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Unforgivable Blackness: The Rise and Fall of Jack Johnson

Paramount Home Video / PBS Home Video

Featuring Samuel L. Jackson, Keith David, Stanley Crouch,
James Earl Jones, and Bert Sugar

Written by Geoffrey C. Ward
Directed by Ken Burns

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Review by J. Jordan Burke                    

The documentaries of Ken Burns are distinctive not merely because of his unique, formalist style, but also because of his singular focus upon American history. And throughout the director's many films — be they of modest or epic length — Burns seems to return to a handful of topics that have come to define the nation: the wars, the music, the sports, the near-mythic politicians, philosophers, and heroes. But no matter the subject, every Burns documentary contains an undercurrent of what can be regarded as the foremost social issue of American history — racial discrimination, and in particular the legacy of slavery, which continues to challenge white and black Americans alike.

Thus, Unforgivable Blackness (2005) comes as little surprise, with Burns' cameras focusing upon a larger-than-life athlete who naturally draws so many of the filmmaker's preferred themes into sharp relief — Jack Johnson, the first African American heavyweight boxing champion, the first black media icon, and one of the first black Americans who stubbornly informed the dominant white classes that he would not conform to their expectations, let alone play the Uncle Tom.

Born in Gavelston, Texas, in 1878 to working-class parents who could afford him little opportunity, Johnson nonetheless learned to read and write at a young age, and by the time he became a young adult he discovered that boxing — and the lucrative living he could earn from it — could sate his natural ambition and allow him to abandon his dim future as a common laborer. Working with white promoters and traveling around the country from one event to the next, Johnson eventually earned a reputation in the prizefighting press. However, his ability to become the heavyweight champion was very much in doubt — previous champs John L. Sullivan and "Gentleman" Jim Corbett refused to offer a title shot to a Negro fighter, and the current title-holder, Jim Jeffries, also drew the "color line."

But after Jeffries retired, the title went to Canadian brawler Tommy Burns. It was Burns who finally gave Johnson a title shot, which he won in 1908. Immediately, the cry went up for a "great white hope" to reclaim the title, but when no fighter could be found to serve as an effective challenge, Jim Jeffries emerged from his five-year retirement for the "Fight of the Century," the most-hyped sporting event in American history, which occurred on July 4, 1910 in Reno, Nevada. Johnson won the fight, finally becoming the undisputed heavyweight champion of the world (even Jeffries admitted later that he never would have beaten Johnson on his best day). And yet, Jack Johnson's troubles were just beginning.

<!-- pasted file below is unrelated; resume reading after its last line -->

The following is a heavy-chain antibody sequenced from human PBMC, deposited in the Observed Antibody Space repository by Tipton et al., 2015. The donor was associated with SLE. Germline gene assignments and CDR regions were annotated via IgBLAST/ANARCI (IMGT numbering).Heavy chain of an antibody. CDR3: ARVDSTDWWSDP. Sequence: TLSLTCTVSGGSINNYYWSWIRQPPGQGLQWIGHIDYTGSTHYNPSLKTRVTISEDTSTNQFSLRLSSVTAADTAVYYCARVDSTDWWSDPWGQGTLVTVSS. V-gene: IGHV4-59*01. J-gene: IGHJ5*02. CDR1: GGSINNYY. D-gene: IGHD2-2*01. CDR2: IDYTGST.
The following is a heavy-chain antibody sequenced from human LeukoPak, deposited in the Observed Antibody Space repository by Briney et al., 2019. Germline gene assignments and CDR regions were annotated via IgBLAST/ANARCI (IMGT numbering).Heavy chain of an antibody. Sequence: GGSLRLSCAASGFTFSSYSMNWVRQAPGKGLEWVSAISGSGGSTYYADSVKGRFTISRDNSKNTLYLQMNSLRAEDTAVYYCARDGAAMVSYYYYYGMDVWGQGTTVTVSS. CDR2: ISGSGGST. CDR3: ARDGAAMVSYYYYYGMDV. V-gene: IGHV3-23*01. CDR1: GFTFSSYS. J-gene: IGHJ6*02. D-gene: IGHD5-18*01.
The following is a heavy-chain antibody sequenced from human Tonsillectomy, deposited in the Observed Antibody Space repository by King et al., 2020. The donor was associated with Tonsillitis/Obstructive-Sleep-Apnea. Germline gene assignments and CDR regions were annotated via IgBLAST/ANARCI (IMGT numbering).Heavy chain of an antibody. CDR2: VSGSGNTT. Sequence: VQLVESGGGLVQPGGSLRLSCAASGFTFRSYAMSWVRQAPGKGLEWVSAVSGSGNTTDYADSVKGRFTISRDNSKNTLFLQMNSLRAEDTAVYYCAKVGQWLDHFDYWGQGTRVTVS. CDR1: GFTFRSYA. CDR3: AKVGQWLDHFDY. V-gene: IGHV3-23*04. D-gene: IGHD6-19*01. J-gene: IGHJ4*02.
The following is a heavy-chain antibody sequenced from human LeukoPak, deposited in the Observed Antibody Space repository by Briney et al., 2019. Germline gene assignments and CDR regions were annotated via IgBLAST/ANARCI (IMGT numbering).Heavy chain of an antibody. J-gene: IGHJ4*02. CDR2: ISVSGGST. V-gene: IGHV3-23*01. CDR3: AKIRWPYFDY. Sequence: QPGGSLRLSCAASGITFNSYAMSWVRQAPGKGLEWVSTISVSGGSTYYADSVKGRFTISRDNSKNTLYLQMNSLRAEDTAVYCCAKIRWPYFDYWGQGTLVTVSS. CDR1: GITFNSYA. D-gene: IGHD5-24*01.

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Like anyone with wealth and a restless temperament, Jack Johnson thrived on activity — his love of expensive automobiles, still a new technology in the early part of the 20th century, was just as much born from his love of tinkering under the hood as his taste for speed (one wrench he invented was later patented). However, few suspected that Johnson also had a literary mind, although later in life, after earning some of his living in vaudeville reviews, he indicated that he would like to play Othello on the stage.

One can't imagine the comment was made without a certain self-awareness — after Johnson became the first African American prizefighting champion, his own downfall was brought about by the senseless white hostility his dominance engendered, but also by a combination of his own intemperance and innate sense of self. Never shy about his dalliances with prostitutes and his preference for white women, Johnson often traveled and was photographed with white female companions. He went so far as to marry one, Etta Duryea, and within months of her suicide in 1912, he married Lucille Cameron, a known prostitute. However, the government became determined to prosecute Johnson under the recently passed Mann Act, which forbade taking women across state lines for prostitution or "immoral purposes," and a former companion, Belle Schreiber, was convinced to testify.